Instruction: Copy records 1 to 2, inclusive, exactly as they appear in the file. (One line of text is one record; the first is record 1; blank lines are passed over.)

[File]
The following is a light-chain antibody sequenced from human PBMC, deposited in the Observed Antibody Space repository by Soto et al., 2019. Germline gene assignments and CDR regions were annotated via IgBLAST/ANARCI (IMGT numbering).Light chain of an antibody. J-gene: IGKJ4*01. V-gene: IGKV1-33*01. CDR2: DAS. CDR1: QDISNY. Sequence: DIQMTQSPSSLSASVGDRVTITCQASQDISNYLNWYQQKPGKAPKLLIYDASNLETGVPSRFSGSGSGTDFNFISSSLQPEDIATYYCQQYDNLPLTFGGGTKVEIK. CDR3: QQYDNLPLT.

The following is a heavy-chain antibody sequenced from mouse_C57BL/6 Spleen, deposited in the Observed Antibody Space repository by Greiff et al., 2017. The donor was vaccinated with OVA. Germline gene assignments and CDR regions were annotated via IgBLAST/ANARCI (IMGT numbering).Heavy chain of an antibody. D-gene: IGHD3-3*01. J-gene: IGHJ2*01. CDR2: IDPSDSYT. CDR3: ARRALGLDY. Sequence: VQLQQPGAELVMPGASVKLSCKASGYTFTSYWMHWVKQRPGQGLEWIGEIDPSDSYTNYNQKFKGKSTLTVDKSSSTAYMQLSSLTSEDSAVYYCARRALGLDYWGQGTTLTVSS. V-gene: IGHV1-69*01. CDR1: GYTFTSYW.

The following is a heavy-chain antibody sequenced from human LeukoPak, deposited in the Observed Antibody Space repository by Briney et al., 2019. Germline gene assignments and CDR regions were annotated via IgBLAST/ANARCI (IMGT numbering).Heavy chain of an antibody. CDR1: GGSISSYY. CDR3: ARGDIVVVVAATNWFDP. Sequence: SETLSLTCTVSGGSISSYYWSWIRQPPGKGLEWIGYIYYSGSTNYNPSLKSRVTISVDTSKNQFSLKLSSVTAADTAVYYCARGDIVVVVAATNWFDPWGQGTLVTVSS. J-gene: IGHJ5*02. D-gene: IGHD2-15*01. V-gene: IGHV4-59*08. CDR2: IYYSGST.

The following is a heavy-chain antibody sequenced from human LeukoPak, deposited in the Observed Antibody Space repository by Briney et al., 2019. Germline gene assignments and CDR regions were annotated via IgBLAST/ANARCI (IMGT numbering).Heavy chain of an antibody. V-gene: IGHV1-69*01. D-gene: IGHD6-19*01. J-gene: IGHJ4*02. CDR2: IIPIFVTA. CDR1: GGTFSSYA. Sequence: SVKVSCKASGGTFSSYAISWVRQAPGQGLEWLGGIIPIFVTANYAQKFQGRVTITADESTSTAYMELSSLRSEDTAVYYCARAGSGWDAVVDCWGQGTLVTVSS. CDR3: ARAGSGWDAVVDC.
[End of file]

The following is a light-chain antibody sequenced from human PBMC, deposited in the Observed Antibody Space repository by Soto et al., 2019. Germline gene assignments and CDR regions were annotated via IgBLAST/ANARCI (IMGT numbering).Light chain of an antibody. J-gene: IGKJ4*01. V-gene: IGKV1-33*01. CDR2: DAS. CDR1: QDISNY. Sequence: DIQMTQSPSSLSASVGDRVTITCQASQDISNYLNWYQQKPGKAPKLLIYDASNLETGVPSRFSGSGSGTDFNFISSSLQPEDIATYYCQQYDNLPLTFGGGTKVEIK. CDR3: QQYDNLPLT.

The following is a heavy-chain antibody sequenced from mouse_C57BL/6 Spleen, deposited in the Observed Antibody Space repository by Greiff et al., 2017. The donor was vaccinated with OVA. Germline gene assignments and CDR regions were annotated via IgBLAST/ANARCI (IMGT numbering).Heavy chain of an antibody. D-gene: IGHD3-3*01. J-gene: IGHJ2*01. CDR2: IDPSDSYT. CDR3: ARRALGLDY. Sequence: VQLQQPGAELVMPGASVKLSCKASGYTFTSYWMHWVKQRPGQGLEWIGEIDPSDSYTNYNQKFKGKSTLTVDKSSSTAYMQLSSLTSEDSAVYYCARRALGLDYWGQGTTLTVSS. V-gene: IGHV1-69*01. CDR1: GYTFTSYW.